Evolution founder and Managing Director Dr. Jason Beckwith was recently featured on monthly Genetic Engineering & Biotechnology News column JobWatch. Dr. Beckwith offered GEN an insight into the hiring practices of BioPharma companies in Europe, the Middle East and Africa, highlighting the impact of newer therapies (immune-oncology, gene therapy, monoclonal antibodies) on the job market.
From the article:
Glasgow-based Evolution Global Talent Attraction analyzed hiring practices of biopharmas in Europe, the Middle East, and Africa (EMEA). The firm found that newer therapies—including immuno-oncology and gene therapy—led to increased talent attraction activity at a compound annual growth rate of 11% over the last two years.
That growth was seen within R&D. Activity focused on monoclonal antibodies and vaccines saw 41% growth, as development shifts from lower-value recombinant proteins. Single-digit growth was seen in hiring for positions focused on antisense, cell therapy, gene therapy, and recombinant protein development. The number of clinical trials rose 11% per year over five years, with 304 ongoing in Europe as of December.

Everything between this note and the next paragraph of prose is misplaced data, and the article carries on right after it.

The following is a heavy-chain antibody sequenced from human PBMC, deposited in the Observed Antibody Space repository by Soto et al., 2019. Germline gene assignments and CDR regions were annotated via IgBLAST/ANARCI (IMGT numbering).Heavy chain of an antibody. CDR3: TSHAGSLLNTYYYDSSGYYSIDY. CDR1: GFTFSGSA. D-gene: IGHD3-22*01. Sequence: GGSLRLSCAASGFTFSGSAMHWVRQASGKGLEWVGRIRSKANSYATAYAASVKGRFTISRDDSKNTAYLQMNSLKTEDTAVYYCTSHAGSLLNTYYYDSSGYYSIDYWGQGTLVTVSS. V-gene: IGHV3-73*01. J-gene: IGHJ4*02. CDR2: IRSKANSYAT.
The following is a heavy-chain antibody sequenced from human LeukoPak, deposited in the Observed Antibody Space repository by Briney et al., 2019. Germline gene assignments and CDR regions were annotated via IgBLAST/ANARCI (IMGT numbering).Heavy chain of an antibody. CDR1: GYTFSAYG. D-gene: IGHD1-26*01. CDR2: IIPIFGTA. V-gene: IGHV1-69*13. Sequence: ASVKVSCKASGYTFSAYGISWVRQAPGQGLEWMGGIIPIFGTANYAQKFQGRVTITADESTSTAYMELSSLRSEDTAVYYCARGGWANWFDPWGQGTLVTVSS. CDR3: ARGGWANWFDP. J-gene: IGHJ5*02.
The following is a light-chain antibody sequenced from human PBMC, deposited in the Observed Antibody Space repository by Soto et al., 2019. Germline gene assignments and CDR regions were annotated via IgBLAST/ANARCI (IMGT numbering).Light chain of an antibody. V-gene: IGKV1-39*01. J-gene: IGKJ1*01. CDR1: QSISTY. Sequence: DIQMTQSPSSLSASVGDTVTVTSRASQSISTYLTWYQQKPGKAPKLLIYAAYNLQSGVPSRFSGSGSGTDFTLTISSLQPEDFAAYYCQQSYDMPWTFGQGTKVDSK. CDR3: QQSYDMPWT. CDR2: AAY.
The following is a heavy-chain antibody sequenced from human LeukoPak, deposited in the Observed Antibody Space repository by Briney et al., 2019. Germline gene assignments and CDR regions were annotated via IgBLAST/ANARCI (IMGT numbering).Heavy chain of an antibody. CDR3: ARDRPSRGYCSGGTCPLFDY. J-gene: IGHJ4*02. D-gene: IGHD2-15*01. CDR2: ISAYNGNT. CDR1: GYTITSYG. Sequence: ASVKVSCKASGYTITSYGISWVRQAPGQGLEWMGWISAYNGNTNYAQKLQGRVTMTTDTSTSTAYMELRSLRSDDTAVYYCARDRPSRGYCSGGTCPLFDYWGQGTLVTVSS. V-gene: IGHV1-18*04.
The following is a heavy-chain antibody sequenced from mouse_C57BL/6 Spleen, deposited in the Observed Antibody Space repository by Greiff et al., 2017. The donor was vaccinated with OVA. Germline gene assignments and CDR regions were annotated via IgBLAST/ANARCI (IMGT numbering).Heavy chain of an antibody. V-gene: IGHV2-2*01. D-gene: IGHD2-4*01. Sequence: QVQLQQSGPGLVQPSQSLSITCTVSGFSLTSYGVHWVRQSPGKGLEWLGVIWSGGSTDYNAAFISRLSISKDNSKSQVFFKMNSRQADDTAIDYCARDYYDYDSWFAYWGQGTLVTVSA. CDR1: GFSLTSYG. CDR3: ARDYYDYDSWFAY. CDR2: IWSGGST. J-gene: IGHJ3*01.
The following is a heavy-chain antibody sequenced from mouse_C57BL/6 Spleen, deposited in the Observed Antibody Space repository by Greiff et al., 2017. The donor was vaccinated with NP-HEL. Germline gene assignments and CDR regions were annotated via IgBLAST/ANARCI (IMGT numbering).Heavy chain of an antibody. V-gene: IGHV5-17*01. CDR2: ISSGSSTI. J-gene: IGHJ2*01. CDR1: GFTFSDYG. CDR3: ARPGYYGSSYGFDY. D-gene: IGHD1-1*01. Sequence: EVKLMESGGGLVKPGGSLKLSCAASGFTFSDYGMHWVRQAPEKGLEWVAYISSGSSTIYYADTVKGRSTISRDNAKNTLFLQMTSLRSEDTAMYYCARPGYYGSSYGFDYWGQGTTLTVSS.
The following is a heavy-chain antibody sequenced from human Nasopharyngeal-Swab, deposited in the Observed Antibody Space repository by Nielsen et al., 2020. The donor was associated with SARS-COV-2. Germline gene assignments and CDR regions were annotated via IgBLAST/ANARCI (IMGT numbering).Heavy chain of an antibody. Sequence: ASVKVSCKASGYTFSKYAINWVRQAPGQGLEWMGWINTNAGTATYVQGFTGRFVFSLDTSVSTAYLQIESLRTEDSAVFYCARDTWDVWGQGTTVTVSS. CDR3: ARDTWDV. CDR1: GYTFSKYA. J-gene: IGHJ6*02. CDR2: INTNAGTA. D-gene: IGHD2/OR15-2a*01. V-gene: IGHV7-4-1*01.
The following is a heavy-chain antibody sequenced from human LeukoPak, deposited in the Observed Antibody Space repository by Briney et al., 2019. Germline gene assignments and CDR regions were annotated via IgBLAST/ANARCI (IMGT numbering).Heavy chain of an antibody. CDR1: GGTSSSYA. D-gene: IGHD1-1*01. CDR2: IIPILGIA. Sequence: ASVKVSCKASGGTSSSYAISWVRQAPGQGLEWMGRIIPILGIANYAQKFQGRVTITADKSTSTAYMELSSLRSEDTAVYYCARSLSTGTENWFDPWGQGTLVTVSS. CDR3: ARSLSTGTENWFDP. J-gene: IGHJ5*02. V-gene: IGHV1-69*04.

“Given that the growth is positive and consistent, we would estimate that in terms of volume requirement, the market is likely to continue at this rate for the foreseeable future—the next five years, leading to associated increased hires,” Jason Beckwith, Ph.D. MBA, managing director with Evolution, told GEN.
“Ultimately, the driver is the fact that from preclinical development to market, biologics have been shown to be as twice as likely to succeed relative to small molecule development.”
He said the results are also relevant for the U.S., where Evolution sees nearly identical recruitment trends compared with EMEA in hiring frequency (the U.S. is typically 2-5% higher) and recruitment trends.
Companies are especially interested, Dr. Beckwith said, in hiring multiskilled personnel from large biotech, CMOs & tool/service providers. Protein expression, assay development, and upstream/downstream expertise remain at a premium.
“We are seeing evidence of talent adaptation as the industry, largely driven by CMOs, implements innovations that enable low cost biomanufacturing without sacrificing quality—i.e., development of flexible factories, therefore flexible talent, and single-use technology,” Dr. Beckwith said.
Read the full article here.
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